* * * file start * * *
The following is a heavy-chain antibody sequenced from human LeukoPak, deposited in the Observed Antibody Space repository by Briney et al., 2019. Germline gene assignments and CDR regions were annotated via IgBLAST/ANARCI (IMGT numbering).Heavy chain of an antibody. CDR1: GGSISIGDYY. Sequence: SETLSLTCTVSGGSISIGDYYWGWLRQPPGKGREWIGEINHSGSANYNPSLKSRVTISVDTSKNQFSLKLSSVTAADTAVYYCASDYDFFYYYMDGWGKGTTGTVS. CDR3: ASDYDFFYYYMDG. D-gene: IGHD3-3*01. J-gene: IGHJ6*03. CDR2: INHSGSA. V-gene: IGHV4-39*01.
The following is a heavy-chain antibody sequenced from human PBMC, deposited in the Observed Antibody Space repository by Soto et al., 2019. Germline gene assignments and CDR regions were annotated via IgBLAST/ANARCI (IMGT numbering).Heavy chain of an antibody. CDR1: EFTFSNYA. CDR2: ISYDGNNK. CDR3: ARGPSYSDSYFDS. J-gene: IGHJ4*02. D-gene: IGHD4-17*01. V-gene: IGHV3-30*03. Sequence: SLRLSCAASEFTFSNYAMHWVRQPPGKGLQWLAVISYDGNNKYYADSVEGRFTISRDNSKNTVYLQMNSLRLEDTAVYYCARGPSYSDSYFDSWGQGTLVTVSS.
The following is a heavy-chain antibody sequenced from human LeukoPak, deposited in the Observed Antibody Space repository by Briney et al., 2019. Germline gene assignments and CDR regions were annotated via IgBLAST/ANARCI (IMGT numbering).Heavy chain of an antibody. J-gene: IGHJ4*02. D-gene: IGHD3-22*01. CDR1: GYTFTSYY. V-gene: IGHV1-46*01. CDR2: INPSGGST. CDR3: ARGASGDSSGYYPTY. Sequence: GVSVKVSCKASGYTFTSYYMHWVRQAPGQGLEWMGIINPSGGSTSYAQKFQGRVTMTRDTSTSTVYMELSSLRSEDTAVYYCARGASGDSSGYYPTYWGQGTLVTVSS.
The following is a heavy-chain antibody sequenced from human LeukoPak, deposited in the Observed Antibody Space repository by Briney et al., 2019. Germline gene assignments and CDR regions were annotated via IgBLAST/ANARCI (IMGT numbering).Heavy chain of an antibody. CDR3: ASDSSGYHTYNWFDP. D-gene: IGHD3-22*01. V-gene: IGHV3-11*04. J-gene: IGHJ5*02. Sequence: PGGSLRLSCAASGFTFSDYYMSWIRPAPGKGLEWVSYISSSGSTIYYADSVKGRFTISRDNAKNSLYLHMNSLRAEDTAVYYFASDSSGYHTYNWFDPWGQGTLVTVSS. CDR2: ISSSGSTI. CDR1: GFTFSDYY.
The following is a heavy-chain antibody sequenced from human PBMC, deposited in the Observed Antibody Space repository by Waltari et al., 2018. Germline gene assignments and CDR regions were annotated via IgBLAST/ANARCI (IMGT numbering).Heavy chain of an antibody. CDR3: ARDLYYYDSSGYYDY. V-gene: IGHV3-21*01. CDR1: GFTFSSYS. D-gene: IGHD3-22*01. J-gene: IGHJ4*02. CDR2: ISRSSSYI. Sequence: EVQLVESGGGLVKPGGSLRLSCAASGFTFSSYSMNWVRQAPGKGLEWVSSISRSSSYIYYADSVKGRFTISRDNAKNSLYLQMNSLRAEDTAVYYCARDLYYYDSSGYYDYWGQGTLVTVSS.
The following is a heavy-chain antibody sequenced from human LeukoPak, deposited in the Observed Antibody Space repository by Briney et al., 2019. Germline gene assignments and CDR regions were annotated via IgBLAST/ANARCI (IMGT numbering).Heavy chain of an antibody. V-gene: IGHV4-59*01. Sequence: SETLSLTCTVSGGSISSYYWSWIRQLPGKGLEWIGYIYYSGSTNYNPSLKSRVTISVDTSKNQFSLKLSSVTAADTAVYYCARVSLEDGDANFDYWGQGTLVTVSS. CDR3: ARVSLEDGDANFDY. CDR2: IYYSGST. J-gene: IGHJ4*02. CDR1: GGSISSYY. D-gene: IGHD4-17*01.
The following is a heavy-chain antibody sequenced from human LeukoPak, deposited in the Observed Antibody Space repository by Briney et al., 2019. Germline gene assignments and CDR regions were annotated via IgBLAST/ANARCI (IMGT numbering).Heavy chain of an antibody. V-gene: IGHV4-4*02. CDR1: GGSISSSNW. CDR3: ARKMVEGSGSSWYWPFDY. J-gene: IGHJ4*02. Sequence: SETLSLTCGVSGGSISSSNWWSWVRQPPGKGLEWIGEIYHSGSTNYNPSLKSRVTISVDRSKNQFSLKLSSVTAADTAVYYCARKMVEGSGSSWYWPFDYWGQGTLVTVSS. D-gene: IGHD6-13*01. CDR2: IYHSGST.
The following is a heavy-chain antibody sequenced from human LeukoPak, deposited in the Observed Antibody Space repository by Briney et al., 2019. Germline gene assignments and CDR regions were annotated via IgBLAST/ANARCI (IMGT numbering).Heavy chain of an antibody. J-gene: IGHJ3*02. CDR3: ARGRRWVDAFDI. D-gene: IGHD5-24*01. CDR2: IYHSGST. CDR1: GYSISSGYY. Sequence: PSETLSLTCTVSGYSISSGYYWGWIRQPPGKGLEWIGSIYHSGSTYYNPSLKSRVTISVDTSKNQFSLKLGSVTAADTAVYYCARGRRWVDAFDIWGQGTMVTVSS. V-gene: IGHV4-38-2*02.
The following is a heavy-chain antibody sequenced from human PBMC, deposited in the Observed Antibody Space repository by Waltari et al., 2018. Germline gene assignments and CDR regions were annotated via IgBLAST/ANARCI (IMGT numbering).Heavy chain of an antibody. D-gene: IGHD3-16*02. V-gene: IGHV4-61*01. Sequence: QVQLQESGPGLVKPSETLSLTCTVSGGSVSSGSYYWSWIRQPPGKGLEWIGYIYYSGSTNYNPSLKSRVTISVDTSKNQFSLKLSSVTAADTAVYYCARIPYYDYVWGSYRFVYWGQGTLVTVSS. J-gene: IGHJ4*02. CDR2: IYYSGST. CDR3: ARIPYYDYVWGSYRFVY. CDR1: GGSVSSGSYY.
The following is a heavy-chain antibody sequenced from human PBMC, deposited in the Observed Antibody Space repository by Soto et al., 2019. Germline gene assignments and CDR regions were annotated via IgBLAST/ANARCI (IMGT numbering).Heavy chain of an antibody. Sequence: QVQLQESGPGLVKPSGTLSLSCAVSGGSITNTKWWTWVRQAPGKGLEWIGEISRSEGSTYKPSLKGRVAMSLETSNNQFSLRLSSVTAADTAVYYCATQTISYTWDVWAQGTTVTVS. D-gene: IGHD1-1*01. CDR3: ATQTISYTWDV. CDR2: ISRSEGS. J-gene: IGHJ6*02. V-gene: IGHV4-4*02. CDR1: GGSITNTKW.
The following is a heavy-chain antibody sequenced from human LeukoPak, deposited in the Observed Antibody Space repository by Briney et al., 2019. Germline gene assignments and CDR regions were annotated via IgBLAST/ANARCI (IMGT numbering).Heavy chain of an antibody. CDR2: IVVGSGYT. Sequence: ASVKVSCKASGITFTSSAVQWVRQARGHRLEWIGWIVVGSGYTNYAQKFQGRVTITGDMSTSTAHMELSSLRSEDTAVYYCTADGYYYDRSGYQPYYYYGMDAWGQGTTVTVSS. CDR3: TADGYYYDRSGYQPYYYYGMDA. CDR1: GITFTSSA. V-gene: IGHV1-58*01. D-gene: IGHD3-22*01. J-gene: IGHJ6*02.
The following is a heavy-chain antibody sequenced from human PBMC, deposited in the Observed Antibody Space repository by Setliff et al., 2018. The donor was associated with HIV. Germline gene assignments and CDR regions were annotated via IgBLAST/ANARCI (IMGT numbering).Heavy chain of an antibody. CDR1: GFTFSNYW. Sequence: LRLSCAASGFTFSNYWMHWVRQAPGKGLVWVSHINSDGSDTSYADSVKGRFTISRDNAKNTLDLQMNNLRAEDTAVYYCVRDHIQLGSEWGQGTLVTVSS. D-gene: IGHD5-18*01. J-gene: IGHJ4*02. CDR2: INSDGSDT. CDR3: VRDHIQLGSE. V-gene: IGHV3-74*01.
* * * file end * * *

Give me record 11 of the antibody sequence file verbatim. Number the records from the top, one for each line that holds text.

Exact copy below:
The following is a heavy-chain antibody sequenced from human LeukoPak, deposited in the Observed Antibody Space repository by Briney et al., 2019. Germline gene assignments and CDR regions were annotated via IgBLAST/ANARCI (IMGT numbering).Heavy chain of an antibody. CDR2: IVVGSGYT. Sequence: ASVKVSCKASGITFTSSAVQWVRQARGHRLEWIGWIVVGSGYTNYAQKFQGRVTITGDMSTSTAHMELSSLRSEDTAVYYCTADGYYYDRSGYQPYYYYGMDAWGQGTTVTVSS. CDR3: TADGYYYDRSGYQPYYYYGMDA. CDR1: GITFTSSA. V-gene: IGHV1-58*01. D-gene: IGHD3-22*01. J-gene: IGHJ6*02.